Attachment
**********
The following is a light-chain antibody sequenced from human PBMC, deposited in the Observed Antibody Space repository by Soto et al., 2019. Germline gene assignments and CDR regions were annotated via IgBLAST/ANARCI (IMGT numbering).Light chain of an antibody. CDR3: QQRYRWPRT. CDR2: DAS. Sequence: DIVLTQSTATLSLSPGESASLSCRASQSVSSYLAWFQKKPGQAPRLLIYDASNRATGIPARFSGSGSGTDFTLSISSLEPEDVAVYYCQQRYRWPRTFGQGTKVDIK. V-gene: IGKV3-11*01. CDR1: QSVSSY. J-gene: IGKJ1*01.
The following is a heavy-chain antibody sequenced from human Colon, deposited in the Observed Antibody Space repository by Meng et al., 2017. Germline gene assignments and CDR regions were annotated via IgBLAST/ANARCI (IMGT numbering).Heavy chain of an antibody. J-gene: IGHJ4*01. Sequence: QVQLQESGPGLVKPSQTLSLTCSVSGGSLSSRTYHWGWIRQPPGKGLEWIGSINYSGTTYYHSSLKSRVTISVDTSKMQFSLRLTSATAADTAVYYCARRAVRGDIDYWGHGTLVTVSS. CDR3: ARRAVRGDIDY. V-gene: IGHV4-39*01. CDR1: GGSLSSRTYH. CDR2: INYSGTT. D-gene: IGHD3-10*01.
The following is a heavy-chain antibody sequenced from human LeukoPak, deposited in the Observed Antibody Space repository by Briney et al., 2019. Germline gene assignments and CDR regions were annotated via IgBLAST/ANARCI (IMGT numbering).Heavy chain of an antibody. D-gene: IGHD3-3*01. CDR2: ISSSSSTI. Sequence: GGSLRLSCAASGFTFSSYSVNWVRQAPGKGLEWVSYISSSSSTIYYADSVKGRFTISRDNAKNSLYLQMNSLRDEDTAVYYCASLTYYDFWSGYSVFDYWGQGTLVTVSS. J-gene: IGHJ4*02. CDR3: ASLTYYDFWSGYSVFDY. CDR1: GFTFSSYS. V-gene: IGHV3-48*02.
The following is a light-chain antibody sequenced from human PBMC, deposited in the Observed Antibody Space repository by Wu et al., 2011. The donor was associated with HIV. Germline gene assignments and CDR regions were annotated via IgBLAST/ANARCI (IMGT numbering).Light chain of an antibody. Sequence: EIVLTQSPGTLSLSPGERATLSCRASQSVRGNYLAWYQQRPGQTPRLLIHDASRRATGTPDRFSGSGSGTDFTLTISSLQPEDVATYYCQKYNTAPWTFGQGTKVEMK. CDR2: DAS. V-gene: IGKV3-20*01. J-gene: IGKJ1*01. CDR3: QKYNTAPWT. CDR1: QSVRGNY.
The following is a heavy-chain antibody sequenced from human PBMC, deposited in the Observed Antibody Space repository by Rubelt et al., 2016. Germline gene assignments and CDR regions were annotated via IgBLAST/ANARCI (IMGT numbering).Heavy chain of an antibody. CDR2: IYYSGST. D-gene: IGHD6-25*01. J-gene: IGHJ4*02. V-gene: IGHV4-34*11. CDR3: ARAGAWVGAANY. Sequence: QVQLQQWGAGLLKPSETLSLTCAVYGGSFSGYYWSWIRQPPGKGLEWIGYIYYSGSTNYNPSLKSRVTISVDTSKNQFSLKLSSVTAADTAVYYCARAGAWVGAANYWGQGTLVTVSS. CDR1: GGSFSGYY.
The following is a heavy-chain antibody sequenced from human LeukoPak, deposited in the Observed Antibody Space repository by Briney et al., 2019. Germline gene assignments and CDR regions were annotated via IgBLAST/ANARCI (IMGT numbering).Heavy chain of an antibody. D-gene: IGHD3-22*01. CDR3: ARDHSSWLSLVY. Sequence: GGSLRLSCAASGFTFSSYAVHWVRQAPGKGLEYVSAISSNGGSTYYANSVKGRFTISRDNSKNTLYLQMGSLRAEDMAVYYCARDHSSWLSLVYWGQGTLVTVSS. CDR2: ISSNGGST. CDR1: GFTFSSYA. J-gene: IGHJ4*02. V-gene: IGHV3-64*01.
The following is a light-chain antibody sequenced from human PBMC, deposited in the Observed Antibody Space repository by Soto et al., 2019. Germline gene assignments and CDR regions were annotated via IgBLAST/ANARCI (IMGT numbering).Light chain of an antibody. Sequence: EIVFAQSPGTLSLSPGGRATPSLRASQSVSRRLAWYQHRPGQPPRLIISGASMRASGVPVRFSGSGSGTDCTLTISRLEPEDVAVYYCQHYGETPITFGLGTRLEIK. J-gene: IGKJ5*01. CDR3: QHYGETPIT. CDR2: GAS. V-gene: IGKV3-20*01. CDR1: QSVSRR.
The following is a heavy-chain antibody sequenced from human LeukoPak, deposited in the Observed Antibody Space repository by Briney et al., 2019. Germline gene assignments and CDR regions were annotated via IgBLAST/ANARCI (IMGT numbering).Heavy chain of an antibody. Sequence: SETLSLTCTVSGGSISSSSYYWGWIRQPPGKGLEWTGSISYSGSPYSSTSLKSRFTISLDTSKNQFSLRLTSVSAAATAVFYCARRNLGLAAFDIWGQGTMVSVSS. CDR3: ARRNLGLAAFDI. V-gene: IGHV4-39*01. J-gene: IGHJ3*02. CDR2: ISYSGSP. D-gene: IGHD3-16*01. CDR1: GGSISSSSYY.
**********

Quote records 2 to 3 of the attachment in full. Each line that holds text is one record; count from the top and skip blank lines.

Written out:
The following is a heavy-chain antibody sequenced from human Colon, deposited in the Observed Antibody Space repository by Meng et al., 2017. Germline gene assignments and CDR regions were annotated via IgBLAST/ANARCI (IMGT numbering).Heavy chain of an antibody. J-gene: IGHJ4*01. Sequence: QVQLQESGPGLVKPSQTLSLTCSVSGGSLSSRTYHWGWIRQPPGKGLEWIGSINYSGTTYYHSSLKSRVTISVDTSKMQFSLRLTSATAADTAVYYCARRAVRGDIDYWGHGTLVTVSS. CDR3: ARRAVRGDIDY. V-gene: IGHV4-39*01. CDR1: GGSLSSRTYH. CDR2: INYSGTT. D-gene: IGHD3-10*01.
The following is a heavy-chain antibody sequenced from human LeukoPak, deposited in the Observed Antibody Space repository by Briney et al., 2019. Germline gene assignments and CDR regions were annotated via IgBLAST/ANARCI (IMGT numbering).Heavy chain of an antibody. D-gene: IGHD3-3*01. CDR2: ISSSSSTI. Sequence: GGSLRLSCAASGFTFSSYSVNWVRQAPGKGLEWVSYISSSSSTIYYADSVKGRFTISRDNAKNSLYLQMNSLRDEDTAVYYCASLTYYDFWSGYSVFDYWGQGTLVTVSS. J-gene: IGHJ4*02. CDR3: ASLTYYDFWSGYSVFDY. CDR1: GFTFSSYS. V-gene: IGHV3-48*02.